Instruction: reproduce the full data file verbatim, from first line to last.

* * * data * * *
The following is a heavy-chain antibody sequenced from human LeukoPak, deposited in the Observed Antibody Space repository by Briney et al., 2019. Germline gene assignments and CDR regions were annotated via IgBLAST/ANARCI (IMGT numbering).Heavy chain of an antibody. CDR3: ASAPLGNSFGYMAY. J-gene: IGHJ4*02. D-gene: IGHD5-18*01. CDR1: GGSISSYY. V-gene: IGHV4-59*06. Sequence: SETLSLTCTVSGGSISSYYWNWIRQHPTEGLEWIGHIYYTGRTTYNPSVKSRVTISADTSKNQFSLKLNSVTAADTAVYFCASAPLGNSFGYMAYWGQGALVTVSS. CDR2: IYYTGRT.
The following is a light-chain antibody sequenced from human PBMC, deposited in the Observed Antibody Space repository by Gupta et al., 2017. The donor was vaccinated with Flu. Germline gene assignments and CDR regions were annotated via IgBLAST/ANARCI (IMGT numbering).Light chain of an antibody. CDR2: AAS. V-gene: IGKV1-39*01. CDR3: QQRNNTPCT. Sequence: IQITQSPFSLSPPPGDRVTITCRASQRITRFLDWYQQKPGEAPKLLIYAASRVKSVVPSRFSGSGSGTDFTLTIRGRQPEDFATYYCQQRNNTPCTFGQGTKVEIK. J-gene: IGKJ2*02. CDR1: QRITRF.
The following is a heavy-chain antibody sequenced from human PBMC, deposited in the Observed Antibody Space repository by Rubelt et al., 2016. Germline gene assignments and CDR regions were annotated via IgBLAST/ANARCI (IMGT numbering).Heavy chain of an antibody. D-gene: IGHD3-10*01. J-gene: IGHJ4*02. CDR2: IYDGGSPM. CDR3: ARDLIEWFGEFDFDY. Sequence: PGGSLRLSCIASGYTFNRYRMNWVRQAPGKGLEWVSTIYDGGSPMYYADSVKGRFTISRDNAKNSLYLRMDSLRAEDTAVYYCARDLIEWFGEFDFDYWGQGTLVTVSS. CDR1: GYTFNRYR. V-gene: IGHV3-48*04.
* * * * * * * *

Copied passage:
The following is a heavy-chain antibody sequenced from human LeukoPak, deposited in the Observed Antibody Space repository by Briney et al., 2019. Germline gene assignments and CDR regions were annotated via IgBLAST/ANARCI (IMGT numbering).Heavy chain of an antibody. CDR3: ASAPLGNSFGYMAY. J-gene: IGHJ4*02. D-gene: IGHD5-18*01. CDR1: GGSISSYY. V-gene: IGHV4-59*06. Sequence: SETLSLTCTVSGGSISSYYWNWIRQHPTEGLEWIGHIYYTGRTTYNPSVKSRVTISADTSKNQFSLKLNSVTAADTAVYFCASAPLGNSFGYMAYWGQGALVTVSS. CDR2: IYYTGRT.
The following is a light-chain antibody sequenced from human PBMC, deposited in the Observed Antibody Space repository by Gupta et al., 2017. The donor was vaccinated with Flu. Germline gene assignments and CDR regions were annotated via IgBLAST/ANARCI (IMGT numbering).Light chain of an antibody. CDR2: AAS. V-gene: IGKV1-39*01. CDR3: QQRNNTPCT. Sequence: IQITQSPFSLSPPPGDRVTITCRASQRITRFLDWYQQKPGEAPKLLIYAASRVKSVVPSRFSGSGSGTDFTLTIRGRQPEDFATYYCQQRNNTPCTFGQGTKVEIK. J-gene: IGKJ2*02. CDR1: QRITRF.
The following is a heavy-chain antibody sequenced from human PBMC, deposited in the Observed Antibody Space repository by Rubelt et al., 2016. Germline gene assignments and CDR regions were annotated via IgBLAST/ANARCI (IMGT numbering).Heavy chain of an antibody. D-gene: IGHD3-10*01. J-gene: IGHJ4*02. CDR2: IYDGGSPM. CDR3: ARDLIEWFGEFDFDY. Sequence: PGGSLRLSCIASGYTFNRYRMNWVRQAPGKGLEWVSTIYDGGSPMYYADSVKGRFTISRDNAKNSLYLRMDSLRAEDTAVYYCARDLIEWFGEFDFDYWGQGTLVTVSS. CDR1: GYTFNRYR. V-gene: IGHV3-48*04.